Building a Well House in the Shadow of a Legend

Building a Well House in the Shadow of a Legend

Posted in:

Certain medical facilities are known around the world for their extensive care. British born William W. Mayo, a frontier physician, launched a medical practice that in time, engaged his sons. From those roots grew the Mayo Clinic, now with three locations. The original site, in Rochester, Minnesota, is the largest with 1,900 doctors and scientists.

Rochester Church of the Nazarene's pastor, Pat Thomas, and his wife, Penny, along with the church board felt a need to offer compassionate care to Mayo clinic patients and their families. More than temporary, affordable lodging, they longed to provide a home away from home for guests who might be facing life-altering health situations.

Following a time of intense prayer the church board unanimously voted to pursue a home for those with medical needs, located close to the Mayo Clinic.

In late 2007, the Rochester Church of the Nazarene sold their parsonage and used the proceeds to help finance Well House. Some neighborhood groups were not warm to the idea of having a communal home in the area, although several churches in Rochester do have such homes. Another option was to purchase a small apartment building, but that seemed less than ideal, considering the congregation wanted a center that would be, in a sense, a home for the patients and their families.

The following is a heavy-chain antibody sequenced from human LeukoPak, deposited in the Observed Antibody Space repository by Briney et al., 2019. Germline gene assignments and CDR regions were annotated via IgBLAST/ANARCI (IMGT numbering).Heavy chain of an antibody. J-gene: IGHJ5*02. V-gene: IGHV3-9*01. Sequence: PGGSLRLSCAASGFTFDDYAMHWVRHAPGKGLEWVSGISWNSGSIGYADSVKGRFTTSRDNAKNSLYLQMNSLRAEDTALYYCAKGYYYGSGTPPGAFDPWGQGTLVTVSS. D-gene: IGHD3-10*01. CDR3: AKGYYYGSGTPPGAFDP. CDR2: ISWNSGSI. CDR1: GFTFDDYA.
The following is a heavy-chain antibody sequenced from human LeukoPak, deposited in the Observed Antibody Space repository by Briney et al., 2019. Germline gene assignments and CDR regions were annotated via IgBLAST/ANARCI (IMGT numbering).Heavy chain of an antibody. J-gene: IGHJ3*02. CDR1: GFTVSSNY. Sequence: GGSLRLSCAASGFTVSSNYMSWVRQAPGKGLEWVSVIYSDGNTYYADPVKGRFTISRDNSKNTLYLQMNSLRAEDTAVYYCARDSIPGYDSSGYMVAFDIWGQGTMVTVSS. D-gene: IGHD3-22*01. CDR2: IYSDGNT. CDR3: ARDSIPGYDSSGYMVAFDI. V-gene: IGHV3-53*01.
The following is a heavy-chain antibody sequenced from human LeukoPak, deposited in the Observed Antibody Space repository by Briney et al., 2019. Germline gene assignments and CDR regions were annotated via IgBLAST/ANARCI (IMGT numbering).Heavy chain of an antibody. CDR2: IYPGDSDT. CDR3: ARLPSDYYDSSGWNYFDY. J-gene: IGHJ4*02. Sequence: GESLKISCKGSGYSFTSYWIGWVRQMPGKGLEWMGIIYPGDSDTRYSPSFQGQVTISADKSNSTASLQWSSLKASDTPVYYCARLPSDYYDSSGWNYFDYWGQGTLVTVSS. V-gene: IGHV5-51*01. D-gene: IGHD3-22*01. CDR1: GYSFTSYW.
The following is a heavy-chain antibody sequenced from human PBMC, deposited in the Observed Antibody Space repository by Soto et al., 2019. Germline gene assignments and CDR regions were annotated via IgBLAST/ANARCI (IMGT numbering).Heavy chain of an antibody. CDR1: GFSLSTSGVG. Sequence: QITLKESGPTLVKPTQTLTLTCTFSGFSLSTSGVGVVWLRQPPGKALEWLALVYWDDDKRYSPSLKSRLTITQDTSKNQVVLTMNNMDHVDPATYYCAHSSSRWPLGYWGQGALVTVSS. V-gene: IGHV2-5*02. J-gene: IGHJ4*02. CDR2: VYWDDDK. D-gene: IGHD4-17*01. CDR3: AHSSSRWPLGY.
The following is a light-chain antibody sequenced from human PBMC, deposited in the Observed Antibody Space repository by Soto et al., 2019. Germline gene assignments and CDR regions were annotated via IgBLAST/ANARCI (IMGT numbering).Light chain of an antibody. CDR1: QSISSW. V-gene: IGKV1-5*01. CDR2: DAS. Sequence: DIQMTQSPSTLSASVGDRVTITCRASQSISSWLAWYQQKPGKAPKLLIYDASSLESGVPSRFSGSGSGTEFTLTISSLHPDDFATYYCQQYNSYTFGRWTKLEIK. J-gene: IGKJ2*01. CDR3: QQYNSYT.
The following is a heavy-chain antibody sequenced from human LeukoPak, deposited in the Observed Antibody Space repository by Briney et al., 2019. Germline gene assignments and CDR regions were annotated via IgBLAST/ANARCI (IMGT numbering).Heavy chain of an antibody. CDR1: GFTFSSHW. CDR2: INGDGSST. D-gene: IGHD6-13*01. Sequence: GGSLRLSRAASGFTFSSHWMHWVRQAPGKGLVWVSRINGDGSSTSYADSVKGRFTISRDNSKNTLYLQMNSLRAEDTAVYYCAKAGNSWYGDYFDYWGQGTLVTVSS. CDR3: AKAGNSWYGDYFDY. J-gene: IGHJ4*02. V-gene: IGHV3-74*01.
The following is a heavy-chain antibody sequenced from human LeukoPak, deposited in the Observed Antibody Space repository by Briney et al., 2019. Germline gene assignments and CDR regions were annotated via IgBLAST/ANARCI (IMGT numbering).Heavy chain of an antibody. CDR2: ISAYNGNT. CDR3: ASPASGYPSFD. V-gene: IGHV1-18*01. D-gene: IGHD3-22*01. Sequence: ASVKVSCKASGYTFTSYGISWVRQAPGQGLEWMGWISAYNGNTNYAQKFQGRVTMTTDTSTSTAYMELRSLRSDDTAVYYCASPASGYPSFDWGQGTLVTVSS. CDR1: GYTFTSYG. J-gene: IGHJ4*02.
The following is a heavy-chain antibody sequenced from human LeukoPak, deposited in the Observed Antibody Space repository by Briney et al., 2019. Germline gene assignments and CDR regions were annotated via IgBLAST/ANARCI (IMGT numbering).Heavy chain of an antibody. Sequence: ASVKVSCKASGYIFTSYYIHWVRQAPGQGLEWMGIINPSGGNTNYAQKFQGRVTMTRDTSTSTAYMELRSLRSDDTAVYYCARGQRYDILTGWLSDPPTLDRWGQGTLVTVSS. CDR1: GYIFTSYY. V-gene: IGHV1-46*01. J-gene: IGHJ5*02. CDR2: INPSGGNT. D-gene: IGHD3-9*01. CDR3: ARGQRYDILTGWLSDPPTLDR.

Various options came and went. Nothing ever seemed right, or the financial arrangements did not work. Pastor and congregation learned an important life lesson in this process. Following through on a dream does not necessarily mean the dream will come to fruition easily.

Eventually, the current property became available. The church was able to purchase the 7,500-square foot facility for $100,000 (USD) less than the apartment building would have cost. The 90-year-old building was built to be a small hotel and more recently, a mental health facility.

During the 1950s, the building was moved from downtown Rochester to its current location on the Zumbro River. The facility has 12 bedrooms, a great room common area, a kitchen, and full-time caretakers who live in a lower-level apartment. Situated by the river, its two porches and garden help create a restful setting.

They hired a general contractor and other professionals to help with electrical and plumbing, but several from the professional team volunteered their services or donated goods. Members of the congregation engaged in extensive weekend projects at the house.